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Credit: Kylie Cooper

A Philadelphia-based anti-capitalist group appears to have been responsible for the civil unrest that occurred near Penn's campus on Aug. 25. 

A group of approximately 60 people gathered in Clark Park on 43rd Street and Baltimore Avenue at roughly 9:30 p.m. that night. The group, dressed in all black and wearing black masks, proceeded to damage several buildings on 40th Street, including breaking windows of the School of Dental Medicine building and the PNC Bank branch on 40th and Walnut Streets.

The Philadelphia Inquirer reported that a post published hours after the events occurred on Philly Anti-Capitalist, an anti-authoritarian community news website, said that the "Solidarity with Kenosha, WI demo was more impressive than usual." The post went on to describe some of the property damage and tactics the group used, praising the "collective intelligence" of the group. 

"There was good communication, barricading, and improvisation," the post read. "Folks caught and lost a police tail and dispersed smoothly due to barricades and quick decision making all the while staying level headed and tight in stressful moments."

The unrest came on the back of the police shooting of Jacob Blake, a 29-year-old Black man who was shot in the back seven times by a Kenosha officer on Aug. 23. Blake is paralyzed from the waist down as a result of the shooting, and protests have erupted in Kenosha and around the country in the days since the shooting.

Vice President for Public Safety Maureen Rush said there is an ongoing investigation into the unrest, and the Penn and Philadelphia Police departments are working closely together to identify the people who caused the damage.

"These are not protesters. They are anarchists, they are Antifa. That is how they identify themselves," Rush said of the group. The website refers to itself as a place for anti-capitalists, anti-authoritarians, and anarchists, but it does not directly reference Antifa, a decentralized network of anti-fascists that attempts to fight against white supremacy, often by counter-protesting. 

In addition to the broken windows and a vandalized police car, the group spray-painted the phrase "nerds call cops“ onto the exteriors of Gregory College House and Allegro Pizza and Grill. Security camera footage from Allegro, obtained by the Inquirer, showed the group of people marching along 40th Street, while one person spray-painted the outside of the pizza restaurant and another smashed an ATM machine with a baseball bat.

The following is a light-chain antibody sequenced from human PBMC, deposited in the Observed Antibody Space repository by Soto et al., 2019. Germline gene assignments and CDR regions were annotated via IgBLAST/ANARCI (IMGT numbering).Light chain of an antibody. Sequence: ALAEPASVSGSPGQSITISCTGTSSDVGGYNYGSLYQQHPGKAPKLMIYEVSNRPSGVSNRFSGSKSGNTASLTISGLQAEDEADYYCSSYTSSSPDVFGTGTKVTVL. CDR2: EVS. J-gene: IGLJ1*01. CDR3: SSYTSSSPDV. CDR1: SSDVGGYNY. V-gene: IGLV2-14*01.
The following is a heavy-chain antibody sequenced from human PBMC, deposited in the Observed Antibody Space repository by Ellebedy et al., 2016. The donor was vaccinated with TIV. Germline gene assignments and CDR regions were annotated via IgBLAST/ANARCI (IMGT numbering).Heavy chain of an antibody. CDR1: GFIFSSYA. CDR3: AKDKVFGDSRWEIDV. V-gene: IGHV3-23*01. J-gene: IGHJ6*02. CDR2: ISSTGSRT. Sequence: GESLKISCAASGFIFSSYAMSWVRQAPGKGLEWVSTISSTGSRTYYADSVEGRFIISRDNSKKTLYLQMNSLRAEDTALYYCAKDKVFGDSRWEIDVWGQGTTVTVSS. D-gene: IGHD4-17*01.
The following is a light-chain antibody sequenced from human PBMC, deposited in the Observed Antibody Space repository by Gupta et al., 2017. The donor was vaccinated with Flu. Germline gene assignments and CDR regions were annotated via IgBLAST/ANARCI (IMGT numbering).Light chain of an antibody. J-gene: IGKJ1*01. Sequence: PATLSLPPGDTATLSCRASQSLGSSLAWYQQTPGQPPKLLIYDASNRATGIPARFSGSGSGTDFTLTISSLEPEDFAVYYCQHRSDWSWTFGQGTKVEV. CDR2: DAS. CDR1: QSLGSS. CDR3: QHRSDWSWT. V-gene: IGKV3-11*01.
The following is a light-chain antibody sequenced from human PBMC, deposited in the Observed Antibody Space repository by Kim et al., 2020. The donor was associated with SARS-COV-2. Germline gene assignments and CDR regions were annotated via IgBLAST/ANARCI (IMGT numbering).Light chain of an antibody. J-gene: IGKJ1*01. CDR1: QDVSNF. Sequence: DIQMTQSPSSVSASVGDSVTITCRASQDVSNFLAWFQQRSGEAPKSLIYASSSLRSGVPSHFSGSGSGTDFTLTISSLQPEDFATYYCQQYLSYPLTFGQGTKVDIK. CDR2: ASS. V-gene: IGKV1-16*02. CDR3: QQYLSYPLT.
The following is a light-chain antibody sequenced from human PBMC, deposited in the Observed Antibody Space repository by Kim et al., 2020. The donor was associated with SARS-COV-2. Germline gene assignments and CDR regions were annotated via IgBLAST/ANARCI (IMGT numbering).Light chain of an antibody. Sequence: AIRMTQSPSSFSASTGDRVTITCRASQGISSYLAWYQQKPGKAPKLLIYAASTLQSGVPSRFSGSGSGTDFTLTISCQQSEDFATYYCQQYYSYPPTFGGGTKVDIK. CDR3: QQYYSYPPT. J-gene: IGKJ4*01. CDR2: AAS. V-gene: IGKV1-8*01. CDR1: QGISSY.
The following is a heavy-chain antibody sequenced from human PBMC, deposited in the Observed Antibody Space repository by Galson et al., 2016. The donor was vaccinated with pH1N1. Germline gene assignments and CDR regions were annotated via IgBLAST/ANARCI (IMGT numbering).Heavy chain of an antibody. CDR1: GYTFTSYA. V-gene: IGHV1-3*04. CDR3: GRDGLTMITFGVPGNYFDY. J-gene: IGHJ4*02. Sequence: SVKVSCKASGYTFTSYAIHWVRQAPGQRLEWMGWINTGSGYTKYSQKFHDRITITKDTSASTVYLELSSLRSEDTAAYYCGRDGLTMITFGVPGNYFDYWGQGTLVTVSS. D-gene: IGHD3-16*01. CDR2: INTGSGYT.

An initial UPenn alert about the unrest was sent to the Penn community at 9:37 p.m. on Aug. 25. The Division of Public Safety updated its website with a more detailed explanation of the events at approximately 10:00 p.m. that night, before an all-clear update was issued at 10:21 p.m. In most cases, the Penn community does not receive any direct explanation from DPS about crimes outside of the UPenn Alerts. But on Aug. 29, four days after the unrest, DPS sent an email to the Penn community with a detailed explanation of what had occurred. 

DPS said the decision to send the follow-up email was in part because of the "ongoing unrest in the city," as well as the upcoming start of the semester, which began on Sept. 1. Large protests against police brutality and racial injustice began in Philadelphia on May 30 and continued throughout the summer, though becoming smaller and less frequent in more recent weeks. A protest in response to the Blake shooting took place in Center City on Aug. 26.

DPS noted that the lack of a normal public safety orientation for incoming first-year and transfer students also factored in to the decision.

Following the incident, Rush said DPS received calls and emails from Penn parents and other community members concerned about any potential reductions in staff to Penn Police. She emphasized that the department is fully staffed and is preparing in case of similar attempts at property destruction.

"We are gearing up in case they try this again," Rush said.

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